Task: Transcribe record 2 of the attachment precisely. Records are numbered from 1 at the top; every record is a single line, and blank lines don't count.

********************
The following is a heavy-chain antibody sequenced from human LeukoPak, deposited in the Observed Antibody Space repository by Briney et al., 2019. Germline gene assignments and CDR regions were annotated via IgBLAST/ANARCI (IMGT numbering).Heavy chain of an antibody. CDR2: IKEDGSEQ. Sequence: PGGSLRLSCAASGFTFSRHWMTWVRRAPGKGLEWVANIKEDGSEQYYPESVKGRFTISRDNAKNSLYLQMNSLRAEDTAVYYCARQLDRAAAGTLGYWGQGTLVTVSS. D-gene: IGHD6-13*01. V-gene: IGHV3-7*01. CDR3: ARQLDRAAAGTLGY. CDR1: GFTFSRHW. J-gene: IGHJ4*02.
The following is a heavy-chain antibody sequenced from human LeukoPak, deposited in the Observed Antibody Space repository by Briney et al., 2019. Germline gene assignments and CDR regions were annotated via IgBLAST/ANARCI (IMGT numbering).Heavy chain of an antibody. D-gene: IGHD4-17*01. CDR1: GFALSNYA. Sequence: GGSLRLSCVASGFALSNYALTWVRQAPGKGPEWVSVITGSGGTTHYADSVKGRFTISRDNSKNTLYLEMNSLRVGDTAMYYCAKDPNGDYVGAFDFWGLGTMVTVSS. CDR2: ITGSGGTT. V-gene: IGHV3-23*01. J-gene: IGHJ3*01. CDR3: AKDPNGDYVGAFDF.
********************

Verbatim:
The following is a heavy-chain antibody sequenced from human LeukoPak, deposited in the Observed Antibody Space repository by Briney et al., 2019. Germline gene assignments and CDR regions were annotated via IgBLAST/ANARCI (IMGT numbering).Heavy chain of an antibody. D-gene: IGHD4-17*01. CDR1: GFALSNYA. Sequence: GGSLRLSCVASGFALSNYALTWVRQAPGKGPEWVSVITGSGGTTHYADSVKGRFTISRDNSKNTLYLEMNSLRVGDTAMYYCAKDPNGDYVGAFDFWGLGTMVTVSS. CDR2: ITGSGGTT. V-gene: IGHV3-23*01. J-gene: IGHJ3*01. CDR3: AKDPNGDYVGAFDF.